Here you see the camera mounted to the helmet.  I used a 1/4 x 20 cap screw with a wing nut.  Turn the screw into the camera.  Snug it up with the inverted wing nut. 

Step 9: Actual Photo

This is an actual photo taken with a camera mounted on my old bicycle helmet.  I have not cropped the photo in any way.  The chin strap on the helmet should be as tight as possible to keep the helmet from slipping forward on your head due to the weight of the camera. 

To use, engage the camera's self-timer and press the shutter.  It is easier if you can find the self-timer button by touch.  The duration of the self-timer is probably long enough that you could also set it and then put the helmet onto your head before the shutter fires.  If you want to check your results, you will need to take the helmet off of your head, but that is not a problem.



what cutting wheel do you use for the pvc? Like a blade or the fiber type cut off type <br>Thanks
I used a common 1/16&quot; thick fiber wheel for cutting metal. Thanks for looking.
;What I want to know is how did Phil take photos for this 'ible when the 'ible is about how to take hands-free photos! :P
I know your question is tongue-in-cheek. I did use a tripod for the photo in the Introduction. The photo in step 9 was taken with the camera attached to the adapted bicycle helmet. The others were taken as I held and worked the camera in one hand.
Tee hee! :]
This looks pretty ingenious.&nbsp; I have a &quot;miner's light&quot; that mounts on your forehead with a strap around the back of your head, I wonder if that could be modified, if the camera wasn't very heavy...&nbsp; By the way, how do you know if the camera is pointed exactly where you want it everytime, does it vary somewhat each time you put the helmet on?&nbsp; I saw some ads for &quot;spy eyeglasses&quot; with a camera built into a pair of eyeglasses, and a bluetooth transmitter, but they weren't cheap, and the resolution was rather low.&nbsp; I think your invention is by far the best solution.&nbsp;&nbsp; Sorry if you already answered this, but how heavy is your camera, and what is the resolution?&nbsp; Thanks for another great idea!&nbsp;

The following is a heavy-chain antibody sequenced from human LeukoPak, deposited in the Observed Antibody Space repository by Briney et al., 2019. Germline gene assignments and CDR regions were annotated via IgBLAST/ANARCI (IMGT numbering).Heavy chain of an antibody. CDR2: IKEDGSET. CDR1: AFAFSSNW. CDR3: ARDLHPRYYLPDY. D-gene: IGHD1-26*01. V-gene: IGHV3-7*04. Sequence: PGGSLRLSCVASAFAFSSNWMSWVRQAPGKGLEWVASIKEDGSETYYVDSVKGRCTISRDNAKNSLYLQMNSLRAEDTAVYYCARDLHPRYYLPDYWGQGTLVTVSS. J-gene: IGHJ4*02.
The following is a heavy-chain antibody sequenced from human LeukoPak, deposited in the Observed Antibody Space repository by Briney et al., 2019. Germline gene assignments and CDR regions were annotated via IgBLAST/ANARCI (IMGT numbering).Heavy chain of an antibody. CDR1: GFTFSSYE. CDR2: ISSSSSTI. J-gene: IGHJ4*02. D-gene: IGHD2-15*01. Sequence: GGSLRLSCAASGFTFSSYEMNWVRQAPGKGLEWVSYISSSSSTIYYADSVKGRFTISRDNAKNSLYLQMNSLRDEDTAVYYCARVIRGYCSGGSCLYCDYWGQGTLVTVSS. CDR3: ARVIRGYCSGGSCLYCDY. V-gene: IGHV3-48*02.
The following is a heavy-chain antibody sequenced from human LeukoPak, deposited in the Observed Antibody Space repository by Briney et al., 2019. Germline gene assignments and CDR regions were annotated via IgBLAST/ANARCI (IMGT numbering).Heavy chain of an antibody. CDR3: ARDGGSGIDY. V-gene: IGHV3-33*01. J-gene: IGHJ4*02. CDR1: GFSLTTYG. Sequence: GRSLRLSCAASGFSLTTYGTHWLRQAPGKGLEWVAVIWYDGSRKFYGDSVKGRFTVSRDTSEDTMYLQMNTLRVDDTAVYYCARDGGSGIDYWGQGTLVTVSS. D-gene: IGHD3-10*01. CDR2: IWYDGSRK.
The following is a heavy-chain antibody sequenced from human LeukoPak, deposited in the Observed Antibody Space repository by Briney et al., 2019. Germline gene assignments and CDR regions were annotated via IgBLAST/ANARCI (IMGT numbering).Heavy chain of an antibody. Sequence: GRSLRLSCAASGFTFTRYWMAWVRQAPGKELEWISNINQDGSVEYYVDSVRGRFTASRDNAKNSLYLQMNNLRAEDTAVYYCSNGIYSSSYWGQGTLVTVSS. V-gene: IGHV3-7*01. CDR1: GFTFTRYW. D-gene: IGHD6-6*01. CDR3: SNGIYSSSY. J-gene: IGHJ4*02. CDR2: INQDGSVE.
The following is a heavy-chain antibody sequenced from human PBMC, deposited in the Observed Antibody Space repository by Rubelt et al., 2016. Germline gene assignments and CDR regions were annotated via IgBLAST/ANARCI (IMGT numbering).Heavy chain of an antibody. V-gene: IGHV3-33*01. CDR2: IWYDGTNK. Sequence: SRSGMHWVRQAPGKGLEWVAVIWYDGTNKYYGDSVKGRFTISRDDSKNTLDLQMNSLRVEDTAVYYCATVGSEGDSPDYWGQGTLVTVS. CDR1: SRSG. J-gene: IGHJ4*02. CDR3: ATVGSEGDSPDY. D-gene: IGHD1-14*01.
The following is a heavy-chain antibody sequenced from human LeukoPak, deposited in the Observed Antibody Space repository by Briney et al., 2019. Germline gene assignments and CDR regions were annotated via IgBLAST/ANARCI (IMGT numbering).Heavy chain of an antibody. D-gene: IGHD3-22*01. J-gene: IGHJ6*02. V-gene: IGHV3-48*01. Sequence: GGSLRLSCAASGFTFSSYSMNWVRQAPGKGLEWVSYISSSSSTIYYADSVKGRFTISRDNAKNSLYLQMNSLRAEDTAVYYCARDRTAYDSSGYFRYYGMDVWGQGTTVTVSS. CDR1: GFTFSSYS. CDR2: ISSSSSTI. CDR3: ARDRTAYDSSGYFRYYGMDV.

Thanks, Cody.&nbsp; A&nbsp;lighter-weight camera would be an advantage.&nbsp; The camera I use these days is a Kodak z710 (7.1 mega-pixels).&nbsp; It weighs more than those that look like a deck of cards with a lens.&nbsp; <br /> <br /> The miner's light strap might work with a lighter-weight camera.<br /> <br /> I figure the camera's field of view will usually cover what I need, even if it is not aimed completely properly.&nbsp; I can crop a little later.&nbsp; If the photo I want has more limited requirements, I could take the helmet off and check what I got after each exposure.&nbsp; I think the biggest variance will be making certain the camera is not pointed to one side or other a little more than straight ahead.<br /> <br /> Thank you.&nbsp; <br />